One type of scheme tries to decide if the texter is a driver or passenger by applying some kind of "rules." For instance, if there are a short number of characters and if the car is moving, it's probably a driver who's doing the texting. If so, the software refuses to send the text if it thinks you are texting and driving. Not exactly a hard science here! But if some company figures out the right kind of rules/formula that works pretty accurately, there might be a winner. I wonder if this will end up being just as dangerous as texting when cell phones start to fly out of car windows due to frustration. But seriously, this is a good initiative.
  Another type of scheme understands you will text, but enables you to do it in a driver-friendly fashion. It uses speech-to-text and text-to-speech software to enable texting by speaking and vice-versa. This scheme is a "hands free assistant." Talking cars, at least high-end cars, are fairly commonplace so maybe this will work. I talked to a company called DIAL2DO. Using cloud computing, they have 25 phone numbers around the world that can do speech recognition.  In order to do this, you would just call the number and any texts you receive as well as texts you want to send are converted to spoken word. Interesting, but if you have to call the number, will it all take too long? Will people have patience?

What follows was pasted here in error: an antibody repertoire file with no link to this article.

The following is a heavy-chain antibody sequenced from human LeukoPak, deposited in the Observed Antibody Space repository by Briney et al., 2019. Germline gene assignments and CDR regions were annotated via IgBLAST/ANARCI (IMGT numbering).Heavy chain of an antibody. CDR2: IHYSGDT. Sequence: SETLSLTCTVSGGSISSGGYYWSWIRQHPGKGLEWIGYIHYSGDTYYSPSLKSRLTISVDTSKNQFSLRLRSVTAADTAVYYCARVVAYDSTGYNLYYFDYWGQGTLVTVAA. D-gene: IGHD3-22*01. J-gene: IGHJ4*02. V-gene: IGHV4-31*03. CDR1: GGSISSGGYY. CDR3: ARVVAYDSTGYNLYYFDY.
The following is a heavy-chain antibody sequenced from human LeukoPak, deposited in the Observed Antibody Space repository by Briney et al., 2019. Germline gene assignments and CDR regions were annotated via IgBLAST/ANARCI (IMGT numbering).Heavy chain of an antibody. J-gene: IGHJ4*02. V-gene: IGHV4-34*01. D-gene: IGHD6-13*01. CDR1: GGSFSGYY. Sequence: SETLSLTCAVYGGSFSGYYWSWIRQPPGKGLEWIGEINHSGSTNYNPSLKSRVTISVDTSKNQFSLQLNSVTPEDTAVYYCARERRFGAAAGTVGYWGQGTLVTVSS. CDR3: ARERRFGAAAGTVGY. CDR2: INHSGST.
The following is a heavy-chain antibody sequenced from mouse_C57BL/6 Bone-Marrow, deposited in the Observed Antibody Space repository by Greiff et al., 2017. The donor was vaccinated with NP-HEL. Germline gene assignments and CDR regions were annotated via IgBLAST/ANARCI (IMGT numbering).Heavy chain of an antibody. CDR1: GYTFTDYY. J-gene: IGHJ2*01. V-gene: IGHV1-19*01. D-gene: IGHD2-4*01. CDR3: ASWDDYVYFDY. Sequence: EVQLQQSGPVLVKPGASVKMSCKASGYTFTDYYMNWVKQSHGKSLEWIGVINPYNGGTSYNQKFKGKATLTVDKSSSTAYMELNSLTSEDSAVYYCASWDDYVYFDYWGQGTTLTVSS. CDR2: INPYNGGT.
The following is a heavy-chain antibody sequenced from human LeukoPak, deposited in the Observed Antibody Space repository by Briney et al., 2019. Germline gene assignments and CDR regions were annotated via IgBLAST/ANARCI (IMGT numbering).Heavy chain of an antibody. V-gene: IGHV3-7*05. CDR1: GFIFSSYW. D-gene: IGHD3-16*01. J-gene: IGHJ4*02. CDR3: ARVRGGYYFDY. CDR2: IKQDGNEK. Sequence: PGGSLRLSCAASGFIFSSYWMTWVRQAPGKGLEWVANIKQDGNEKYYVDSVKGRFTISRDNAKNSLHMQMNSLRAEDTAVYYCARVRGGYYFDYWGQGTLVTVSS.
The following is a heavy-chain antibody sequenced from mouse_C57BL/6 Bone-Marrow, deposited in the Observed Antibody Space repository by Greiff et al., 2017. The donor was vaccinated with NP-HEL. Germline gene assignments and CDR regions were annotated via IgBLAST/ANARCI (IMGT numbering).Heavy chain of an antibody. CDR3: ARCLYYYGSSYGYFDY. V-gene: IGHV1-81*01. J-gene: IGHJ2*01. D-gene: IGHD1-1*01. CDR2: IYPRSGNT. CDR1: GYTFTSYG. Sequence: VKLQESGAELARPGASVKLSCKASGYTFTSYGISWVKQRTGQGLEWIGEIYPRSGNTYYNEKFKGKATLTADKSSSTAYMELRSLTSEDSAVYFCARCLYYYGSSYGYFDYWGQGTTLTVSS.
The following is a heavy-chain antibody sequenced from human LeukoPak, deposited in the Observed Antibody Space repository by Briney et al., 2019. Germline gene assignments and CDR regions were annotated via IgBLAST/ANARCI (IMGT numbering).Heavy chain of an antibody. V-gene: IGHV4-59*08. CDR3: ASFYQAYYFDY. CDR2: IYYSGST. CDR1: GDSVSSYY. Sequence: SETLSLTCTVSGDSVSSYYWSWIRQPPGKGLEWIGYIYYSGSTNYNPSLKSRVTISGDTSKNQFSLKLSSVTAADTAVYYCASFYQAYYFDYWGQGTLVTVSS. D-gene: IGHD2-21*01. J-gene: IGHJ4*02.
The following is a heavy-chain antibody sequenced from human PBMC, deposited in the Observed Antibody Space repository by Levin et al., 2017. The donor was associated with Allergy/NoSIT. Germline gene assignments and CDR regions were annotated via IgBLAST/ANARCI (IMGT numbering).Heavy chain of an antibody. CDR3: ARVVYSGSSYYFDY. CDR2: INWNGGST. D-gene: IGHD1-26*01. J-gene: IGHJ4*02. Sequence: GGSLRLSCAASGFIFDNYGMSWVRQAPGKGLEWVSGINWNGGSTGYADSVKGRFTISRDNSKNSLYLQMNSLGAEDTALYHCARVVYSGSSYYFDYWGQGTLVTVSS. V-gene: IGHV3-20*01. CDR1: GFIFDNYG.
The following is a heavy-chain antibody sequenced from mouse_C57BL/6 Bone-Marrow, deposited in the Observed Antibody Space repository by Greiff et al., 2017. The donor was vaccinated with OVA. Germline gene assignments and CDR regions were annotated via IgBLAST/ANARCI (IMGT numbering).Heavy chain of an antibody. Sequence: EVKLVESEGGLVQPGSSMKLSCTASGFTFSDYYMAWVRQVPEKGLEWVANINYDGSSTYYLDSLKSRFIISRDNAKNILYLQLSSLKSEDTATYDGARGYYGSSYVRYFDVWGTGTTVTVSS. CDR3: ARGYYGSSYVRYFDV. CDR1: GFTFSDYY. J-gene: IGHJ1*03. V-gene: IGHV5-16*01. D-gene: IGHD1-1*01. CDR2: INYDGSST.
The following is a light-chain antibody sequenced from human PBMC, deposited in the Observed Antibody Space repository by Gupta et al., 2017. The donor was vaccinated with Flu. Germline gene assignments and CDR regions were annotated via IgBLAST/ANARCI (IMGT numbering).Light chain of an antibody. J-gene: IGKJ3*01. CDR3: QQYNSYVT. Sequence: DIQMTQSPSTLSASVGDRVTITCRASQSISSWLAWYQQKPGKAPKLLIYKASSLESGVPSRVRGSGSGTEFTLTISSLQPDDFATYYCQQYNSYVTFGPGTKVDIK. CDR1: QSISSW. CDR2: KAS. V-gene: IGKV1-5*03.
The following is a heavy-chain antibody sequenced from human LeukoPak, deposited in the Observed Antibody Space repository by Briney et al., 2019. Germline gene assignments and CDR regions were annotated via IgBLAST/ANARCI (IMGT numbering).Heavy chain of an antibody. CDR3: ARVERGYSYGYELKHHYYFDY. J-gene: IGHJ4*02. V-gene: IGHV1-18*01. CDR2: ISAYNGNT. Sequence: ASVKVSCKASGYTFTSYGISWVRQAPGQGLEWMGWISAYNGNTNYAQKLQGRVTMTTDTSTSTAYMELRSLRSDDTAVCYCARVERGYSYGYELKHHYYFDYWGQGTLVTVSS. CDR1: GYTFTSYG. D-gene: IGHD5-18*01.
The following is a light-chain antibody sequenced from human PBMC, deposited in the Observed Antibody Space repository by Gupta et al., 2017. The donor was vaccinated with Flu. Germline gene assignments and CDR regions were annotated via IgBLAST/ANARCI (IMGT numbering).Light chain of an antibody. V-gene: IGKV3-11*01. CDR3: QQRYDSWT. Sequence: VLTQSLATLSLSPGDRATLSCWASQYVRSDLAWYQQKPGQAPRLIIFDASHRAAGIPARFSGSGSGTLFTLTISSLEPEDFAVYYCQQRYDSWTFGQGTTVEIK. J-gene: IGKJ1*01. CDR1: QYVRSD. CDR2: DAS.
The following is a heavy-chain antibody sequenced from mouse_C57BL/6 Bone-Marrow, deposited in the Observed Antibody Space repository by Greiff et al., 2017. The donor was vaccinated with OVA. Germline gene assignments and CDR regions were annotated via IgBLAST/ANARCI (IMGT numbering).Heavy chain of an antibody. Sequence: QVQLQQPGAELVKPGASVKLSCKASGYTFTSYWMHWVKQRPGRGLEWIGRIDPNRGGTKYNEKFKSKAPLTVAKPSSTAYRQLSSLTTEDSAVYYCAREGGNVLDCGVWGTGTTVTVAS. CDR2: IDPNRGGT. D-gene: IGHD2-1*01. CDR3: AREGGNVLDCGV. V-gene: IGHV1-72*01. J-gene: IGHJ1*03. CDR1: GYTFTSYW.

Anyway, good initiatives and I'm glad I took the walk over there.

The Rise of the Machines

April 8, 2010

This is my last blog about CTIA, at least for now.  Outside of all the 3G/4G network noise and whose network is faster (I wonder when we will see 5G hype) and Android phones, the show had a good business rhythm. 
  Since Shaun White was on display at one side of the show floor and I didn't want to get caught up in that, I went to the other side of the show floor. And lo and behold I ran in the M2M (Machine to Machine) area. Given the Terminators are the ultimate in M2M communication, I thought they should have had a life-size Terminator there to counter Shaun! 
  Well, most of that part of the floor was more about asset tracking. I'm sure to those people it is uber interesting - even the pill container (like an aspirin container) tracker.  And even dog tracking. Units on dogs talking to a unit tracker someplace so you can find Fido. The ultimate in machine to machine. But I also saw a company called WindTrac that had some cool M2M technology. Interestingly enough, they were not in this area but some other part of the show floor. They had a bullet-proof vest with a tracker on it - so if the vest was hit and the wearer went down, someone would know his/her location. Very cool. I don't know if they were going to sell any at CTIA, but they did say they go to law enforcement type tradeshows and sell them there. Good for them. I'm looking forward to seeing more and more M2M applications in the years to come.